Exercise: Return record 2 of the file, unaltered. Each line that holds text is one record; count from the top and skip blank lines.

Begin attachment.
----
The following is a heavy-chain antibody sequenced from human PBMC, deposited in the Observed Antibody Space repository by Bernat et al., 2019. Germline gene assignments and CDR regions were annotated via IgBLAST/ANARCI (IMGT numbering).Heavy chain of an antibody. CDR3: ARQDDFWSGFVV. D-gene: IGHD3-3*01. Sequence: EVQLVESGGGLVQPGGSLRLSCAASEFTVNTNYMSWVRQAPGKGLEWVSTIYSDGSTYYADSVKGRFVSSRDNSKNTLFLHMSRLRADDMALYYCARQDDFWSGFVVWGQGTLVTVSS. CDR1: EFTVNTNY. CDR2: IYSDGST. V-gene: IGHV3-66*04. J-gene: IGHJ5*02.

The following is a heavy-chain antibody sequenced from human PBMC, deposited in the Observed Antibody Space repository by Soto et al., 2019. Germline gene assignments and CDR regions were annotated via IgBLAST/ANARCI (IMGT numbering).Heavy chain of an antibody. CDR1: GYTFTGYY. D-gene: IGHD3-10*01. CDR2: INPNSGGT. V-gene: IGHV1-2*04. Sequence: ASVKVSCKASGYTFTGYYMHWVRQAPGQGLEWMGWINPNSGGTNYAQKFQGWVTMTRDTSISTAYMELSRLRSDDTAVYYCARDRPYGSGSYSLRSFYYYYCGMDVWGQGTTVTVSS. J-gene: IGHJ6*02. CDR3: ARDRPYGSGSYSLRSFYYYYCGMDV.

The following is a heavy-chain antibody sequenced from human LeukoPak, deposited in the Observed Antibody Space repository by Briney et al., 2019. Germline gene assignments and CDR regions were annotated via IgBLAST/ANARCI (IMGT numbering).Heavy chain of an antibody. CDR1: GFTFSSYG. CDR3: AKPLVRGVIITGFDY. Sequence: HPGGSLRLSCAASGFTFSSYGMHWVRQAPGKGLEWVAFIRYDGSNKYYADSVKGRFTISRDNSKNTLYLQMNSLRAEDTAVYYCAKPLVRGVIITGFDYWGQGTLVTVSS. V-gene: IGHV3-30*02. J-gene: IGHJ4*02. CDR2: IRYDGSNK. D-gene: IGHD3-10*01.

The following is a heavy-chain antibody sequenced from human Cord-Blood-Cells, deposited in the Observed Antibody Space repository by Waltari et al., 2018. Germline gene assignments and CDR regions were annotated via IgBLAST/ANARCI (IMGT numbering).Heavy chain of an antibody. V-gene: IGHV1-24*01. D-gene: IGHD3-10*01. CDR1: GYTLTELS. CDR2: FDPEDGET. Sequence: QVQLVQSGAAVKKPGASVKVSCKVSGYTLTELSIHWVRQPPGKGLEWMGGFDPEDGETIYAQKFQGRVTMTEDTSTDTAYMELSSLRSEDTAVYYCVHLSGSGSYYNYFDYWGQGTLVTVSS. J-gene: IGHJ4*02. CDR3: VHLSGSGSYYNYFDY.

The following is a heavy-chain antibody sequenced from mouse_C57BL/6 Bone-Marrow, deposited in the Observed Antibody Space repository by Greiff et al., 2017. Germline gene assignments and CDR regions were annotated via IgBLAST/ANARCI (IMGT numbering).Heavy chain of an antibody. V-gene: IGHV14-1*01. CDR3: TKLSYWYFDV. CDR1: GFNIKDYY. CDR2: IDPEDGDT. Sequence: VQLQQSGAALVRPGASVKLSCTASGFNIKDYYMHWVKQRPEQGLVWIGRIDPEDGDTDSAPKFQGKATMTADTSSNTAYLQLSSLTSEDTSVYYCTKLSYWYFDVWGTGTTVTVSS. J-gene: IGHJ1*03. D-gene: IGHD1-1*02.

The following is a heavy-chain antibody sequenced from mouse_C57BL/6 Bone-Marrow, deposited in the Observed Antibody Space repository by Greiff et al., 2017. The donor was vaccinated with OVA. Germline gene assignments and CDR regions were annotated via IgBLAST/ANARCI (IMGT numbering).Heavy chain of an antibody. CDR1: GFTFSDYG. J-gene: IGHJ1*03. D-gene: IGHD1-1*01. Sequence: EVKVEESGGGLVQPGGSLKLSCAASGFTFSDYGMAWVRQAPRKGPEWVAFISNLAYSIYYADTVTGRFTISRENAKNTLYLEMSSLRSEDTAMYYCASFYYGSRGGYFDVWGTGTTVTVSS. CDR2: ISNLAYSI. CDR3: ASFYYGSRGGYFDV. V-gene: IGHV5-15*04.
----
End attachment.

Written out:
The following is a heavy-chain antibody sequenced from human PBMC, deposited in the Observed Antibody Space repository by Soto et al., 2019. Germline gene assignments and CDR regions were annotated via IgBLAST/ANARCI (IMGT numbering).Heavy chain of an antibody. CDR1: GYTFTGYY. D-gene: IGHD3-10*01. CDR2: INPNSGGT. V-gene: IGHV1-2*04. Sequence: ASVKVSCKASGYTFTGYYMHWVRQAPGQGLEWMGWINPNSGGTNYAQKFQGWVTMTRDTSISTAYMELSRLRSDDTAVYYCARDRPYGSGSYSLRSFYYYYCGMDVWGQGTTVTVSS. J-gene: IGHJ6*02. CDR3: ARDRPYGSGSYSLRSFYYYYCGMDV.